Police are proposing a radical overhaul of the way in which missing person inquiries are conducted in Britain, and the setting up of the first ever nationwide system to systematically record the details of people who vanish without trace.
Some 200,000 people disappear each year, the majority of them under 18, according to a report from the UK Missing Persons Bureau (MBP) released this month. But the report also warns that official statistics are “underestimates of the actual national picture, as police forces advise that some missing person’s cases may be recorded on command and control systems under other incident types”.
The decision by senior police officers comes just months after The IoS led calls for a national database of the missing, to help prevent children from slipping off the radar and suffering abuse.
Getting a proper national picture of the problem is vital, according to experts. “We continue to look at ways of enhancing our understanding of missing data and are actively looking at creating a national register and database,” said Patrick Geenty, Wiltshire’s Chief Constable and a spokesman on the Association of Chief Police Officers’ missing persons policy. “This will be one of our goals for 2013/14,” he said in the MBP report. Mr Geenty explained that the move is part of a wider overhaul, with a “huge amount of effort” being made to ensure that police responses are “proportionately targeted, properly resourced and correctly investigated”.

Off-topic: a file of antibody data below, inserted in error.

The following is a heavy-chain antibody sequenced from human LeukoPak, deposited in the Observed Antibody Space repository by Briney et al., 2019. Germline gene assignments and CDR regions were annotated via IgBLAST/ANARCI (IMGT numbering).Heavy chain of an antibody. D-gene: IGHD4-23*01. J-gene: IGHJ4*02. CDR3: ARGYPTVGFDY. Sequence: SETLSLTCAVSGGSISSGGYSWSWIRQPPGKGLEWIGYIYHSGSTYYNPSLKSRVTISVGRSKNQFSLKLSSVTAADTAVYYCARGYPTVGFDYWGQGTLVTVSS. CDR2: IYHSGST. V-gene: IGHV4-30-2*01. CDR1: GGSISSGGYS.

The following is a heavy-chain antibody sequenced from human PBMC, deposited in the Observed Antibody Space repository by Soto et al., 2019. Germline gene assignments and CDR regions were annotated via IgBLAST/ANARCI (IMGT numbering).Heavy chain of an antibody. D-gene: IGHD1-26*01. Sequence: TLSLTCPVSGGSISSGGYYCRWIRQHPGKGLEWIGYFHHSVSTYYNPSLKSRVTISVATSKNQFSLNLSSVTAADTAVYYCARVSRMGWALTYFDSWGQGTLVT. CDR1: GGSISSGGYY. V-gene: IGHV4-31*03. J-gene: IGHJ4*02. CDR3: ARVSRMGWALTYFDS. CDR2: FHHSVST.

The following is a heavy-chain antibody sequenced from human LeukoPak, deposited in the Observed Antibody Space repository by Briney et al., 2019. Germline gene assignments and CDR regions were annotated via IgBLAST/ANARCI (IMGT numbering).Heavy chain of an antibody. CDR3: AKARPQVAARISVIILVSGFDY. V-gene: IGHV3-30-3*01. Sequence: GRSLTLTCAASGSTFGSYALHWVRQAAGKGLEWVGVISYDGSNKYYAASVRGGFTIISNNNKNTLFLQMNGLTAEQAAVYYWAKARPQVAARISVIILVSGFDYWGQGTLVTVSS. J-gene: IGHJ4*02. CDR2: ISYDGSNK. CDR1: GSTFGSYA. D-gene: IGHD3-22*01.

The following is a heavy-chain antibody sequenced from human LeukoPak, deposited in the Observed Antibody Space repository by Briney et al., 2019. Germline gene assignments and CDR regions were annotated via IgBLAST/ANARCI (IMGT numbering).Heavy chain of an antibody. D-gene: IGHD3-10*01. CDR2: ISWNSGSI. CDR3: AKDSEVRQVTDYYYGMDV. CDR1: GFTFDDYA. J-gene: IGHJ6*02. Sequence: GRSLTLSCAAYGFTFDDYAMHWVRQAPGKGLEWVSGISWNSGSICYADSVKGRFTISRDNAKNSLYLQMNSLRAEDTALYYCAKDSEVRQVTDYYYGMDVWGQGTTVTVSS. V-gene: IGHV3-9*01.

The decision was welcomed by politicians and campaigners last night. Ann Coffey MP, chair of the All Party Parliamentary Group on Runaway and Missing People, said: “The development of a national computer [database] would be a big improvement on what we’ve got now.”
Poor collection of data, and problems in information sharing between different areas, were raised by a parliamentary inquiry last year as issues that prevented children being kept safe.
Most missing people are found, but children are vulnerable to being abused or harmed during their time away from home. Around one in four ends up in a dangerous or harmful situation, according to campaigners. Ellen Broome, policy director at The Children’s Society, said: “Thousands of children are placed in care homes every year. Many end up running away, and it is vital that police forces in different areas can share information about these missing children.”
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